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Andy is 10-years-old and her parents have just been through a divorce and are now living with their new partners and their families. And where does Andy live? Out of a suitcase - one week living with Mum and one week with Dad. Follow Andy through difficult experiences which arise due to this situation, but do not fear she always has her Sylvanian rabbit, Radish, to keep her company. Will Andy always feel like a 'suitcase kid' or will she learn to accept her new, larger family?

Reader's Reviews


The suitcase kid by Jacqueline Wilson, is a narrated account of a life changing event in ‘Andy’s’ life. The book is suitable for upper key stage 2,but also enjoyed by adults. The book highlights the implications of family separations and divorce.

Andy’s parents divorce, forcing her to choose between mum and dad, with only her little toy rabbit for comfort. The book describes the process of change in Andy’s life and coming to terms with separated parents, step-siblings and new siblings. Her attainment in school depletes, her friends become distant and she does not know how to fix it. Eventually equilibrium is formed. Andy’s story goes through the impacts of divorce and that dealing with it is never easy.

The book gives children the opportunity to assess issues of divorce and explore the effects but also that situations can be resolved through compromise. A fun and gripping read.

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The Suitcase Kid centres on 10-year-old Andy and the difficult time she experiences during her parents’ divorce. Instead of living in a family home, she has to divide her time between her Mum’s new house with her new partner and children and her Dad’s house with his new family. Essentially she is living out of a suitcase! After a considerable amount of time wanting her parents to reconcile and having conflicts with her new family, she accepts that she has a wider family and the advantages that arise from that.

In this book Jacqueline Wilson manages to deal with very real issues for children in the 21st Century in a moving and realistic way. It is a simple depiction of an often very confusing and traumatising period in a child’s life when their parents choose to separate or divorce. The readers can easily identify and empathise with the main character Andy and understand the difficulties children experience.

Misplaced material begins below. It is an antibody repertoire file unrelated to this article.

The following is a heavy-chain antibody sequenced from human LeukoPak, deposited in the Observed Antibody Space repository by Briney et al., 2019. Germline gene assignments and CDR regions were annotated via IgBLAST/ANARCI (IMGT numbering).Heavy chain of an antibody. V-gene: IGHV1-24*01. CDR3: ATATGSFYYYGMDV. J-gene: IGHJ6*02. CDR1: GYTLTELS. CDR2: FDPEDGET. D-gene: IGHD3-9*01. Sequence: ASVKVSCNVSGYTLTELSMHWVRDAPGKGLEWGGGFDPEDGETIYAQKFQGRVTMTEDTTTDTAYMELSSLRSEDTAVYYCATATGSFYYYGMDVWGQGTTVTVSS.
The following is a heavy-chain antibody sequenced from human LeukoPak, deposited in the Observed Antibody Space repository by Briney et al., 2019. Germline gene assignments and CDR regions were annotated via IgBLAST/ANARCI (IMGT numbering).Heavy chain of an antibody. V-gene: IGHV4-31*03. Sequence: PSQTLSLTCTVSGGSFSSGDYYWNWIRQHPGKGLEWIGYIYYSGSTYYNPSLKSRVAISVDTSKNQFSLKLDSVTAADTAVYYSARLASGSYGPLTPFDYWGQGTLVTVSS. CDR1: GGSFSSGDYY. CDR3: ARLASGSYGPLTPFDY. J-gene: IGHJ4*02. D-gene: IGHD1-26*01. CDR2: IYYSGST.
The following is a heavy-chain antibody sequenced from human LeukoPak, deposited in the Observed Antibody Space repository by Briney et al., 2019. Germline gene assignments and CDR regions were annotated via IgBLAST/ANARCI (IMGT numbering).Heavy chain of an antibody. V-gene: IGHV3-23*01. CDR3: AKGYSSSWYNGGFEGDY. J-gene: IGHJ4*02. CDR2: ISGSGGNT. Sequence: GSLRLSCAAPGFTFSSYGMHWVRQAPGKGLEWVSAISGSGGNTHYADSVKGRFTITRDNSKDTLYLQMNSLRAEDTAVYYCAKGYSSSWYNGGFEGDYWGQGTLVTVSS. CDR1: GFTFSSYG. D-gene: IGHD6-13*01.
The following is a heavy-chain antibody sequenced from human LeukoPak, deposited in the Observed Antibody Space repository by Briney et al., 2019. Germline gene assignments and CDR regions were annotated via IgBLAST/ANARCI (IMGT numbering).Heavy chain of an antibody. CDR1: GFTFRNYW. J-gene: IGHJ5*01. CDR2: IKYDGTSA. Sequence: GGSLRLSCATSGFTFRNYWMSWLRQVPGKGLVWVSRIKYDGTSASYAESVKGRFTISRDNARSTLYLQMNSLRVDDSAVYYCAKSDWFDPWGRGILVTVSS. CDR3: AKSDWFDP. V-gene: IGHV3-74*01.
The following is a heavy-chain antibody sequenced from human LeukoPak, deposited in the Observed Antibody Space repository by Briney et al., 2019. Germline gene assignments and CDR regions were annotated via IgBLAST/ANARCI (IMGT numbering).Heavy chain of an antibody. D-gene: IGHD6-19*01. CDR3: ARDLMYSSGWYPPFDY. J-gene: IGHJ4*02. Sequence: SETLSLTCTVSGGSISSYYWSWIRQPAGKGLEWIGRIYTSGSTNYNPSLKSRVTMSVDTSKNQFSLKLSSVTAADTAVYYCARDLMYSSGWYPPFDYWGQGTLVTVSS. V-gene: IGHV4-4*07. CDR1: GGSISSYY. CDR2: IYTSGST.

The Suitcase Kid would be a suitable book to share with children in KS2 for use in a PSHE lesson focusing on families and the wider community. The book gives children the opportunity to address issues such as divorce and explore the effects it has on different members of a family (i.e feelings of isolation, sadness, not belonging, anxiety) but also to acknowledge that conflicts can be resolved through communication and compromise. It would highlight the message that all families are unique.

Overall I would recommend The Suitcase Kid to children and adults alike. A person of any age would benefit from a better understanding of the effects of divorce and because Wilson uses honesty, simplicity and a general informal tone throughout she makes it a brilliant read.


Jacqueline Wilson's tale, The Suitcase Kid brings to life the confused world of 10-year-old Andy. Andy is bright and observant, yet after her parents have separated, her world is turned upside down. Wilson gently depicts the implications of divorce and family break ups through the eyes of her main character, and the realistic plot uncovers that not all stories have the fairytale happy ending.

Confused Andy initially detests her step family and divided living arrangements. However, it is her emotional journey that teaches her to understand and accept change. Andy can be identified as a fictional role model for the older Year 5/ Year 6 children who are experiencing domestic break ups, because she learns to mature and love her new family structure.

Adults such as teachers and parents may particularly enjoy reading about Andy's story because it can help understand a child's perspective towards confusing personal changes. Overall, this children's book displays a valuable message about family relationships which older children and adults can enjoy.

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